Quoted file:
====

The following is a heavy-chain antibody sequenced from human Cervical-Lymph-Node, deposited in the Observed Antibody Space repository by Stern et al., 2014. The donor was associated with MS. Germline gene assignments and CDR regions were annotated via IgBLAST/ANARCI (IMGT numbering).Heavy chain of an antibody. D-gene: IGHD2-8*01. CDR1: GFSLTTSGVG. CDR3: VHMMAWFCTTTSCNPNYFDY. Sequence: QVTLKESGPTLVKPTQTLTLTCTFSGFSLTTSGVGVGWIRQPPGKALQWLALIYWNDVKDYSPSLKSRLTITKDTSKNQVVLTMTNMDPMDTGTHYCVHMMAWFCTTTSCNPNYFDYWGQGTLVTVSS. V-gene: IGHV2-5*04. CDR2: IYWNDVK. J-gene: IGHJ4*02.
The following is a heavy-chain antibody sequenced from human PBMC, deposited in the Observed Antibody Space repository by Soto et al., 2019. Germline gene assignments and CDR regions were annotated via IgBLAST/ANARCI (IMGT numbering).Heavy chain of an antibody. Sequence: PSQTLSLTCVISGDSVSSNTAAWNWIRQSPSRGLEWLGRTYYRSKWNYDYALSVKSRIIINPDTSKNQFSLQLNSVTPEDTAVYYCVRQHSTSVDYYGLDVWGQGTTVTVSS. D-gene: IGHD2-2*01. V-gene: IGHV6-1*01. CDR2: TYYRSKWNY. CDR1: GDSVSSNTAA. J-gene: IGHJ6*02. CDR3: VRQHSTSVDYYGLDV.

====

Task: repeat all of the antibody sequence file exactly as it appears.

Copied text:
The following is a heavy-chain antibody sequenced from human Cervical-Lymph-Node, deposited in the Observed Antibody Space repository by Stern et al., 2014. The donor was associated with MS. Germline gene assignments and CDR regions were annotated via IgBLAST/ANARCI (IMGT numbering).Heavy chain of an antibody. D-gene: IGHD2-8*01. CDR1: GFSLTTSGVG. CDR3: VHMMAWFCTTTSCNPNYFDY. Sequence: QVTLKESGPTLVKPTQTLTLTCTFSGFSLTTSGVGVGWIRQPPGKALQWLALIYWNDVKDYSPSLKSRLTITKDTSKNQVVLTMTNMDPMDTGTHYCVHMMAWFCTTTSCNPNYFDYWGQGTLVTVSS. V-gene: IGHV2-5*04. CDR2: IYWNDVK. J-gene: IGHJ4*02.
The following is a heavy-chain antibody sequenced from human PBMC, deposited in the Observed Antibody Space repository by Soto et al., 2019. Germline gene assignments and CDR regions were annotated via IgBLAST/ANARCI (IMGT numbering).Heavy chain of an antibody. Sequence: PSQTLSLTCVISGDSVSSNTAAWNWIRQSPSRGLEWLGRTYYRSKWNYDYALSVKSRIIINPDTSKNQFSLQLNSVTPEDTAVYYCVRQHSTSVDYYGLDVWGQGTTVTVSS. D-gene: IGHD2-2*01. V-gene: IGHV6-1*01. CDR2: TYYRSKWNY. CDR1: GDSVSSNTAA. J-gene: IGHJ6*02. CDR3: VRQHSTSVDYYGLDV.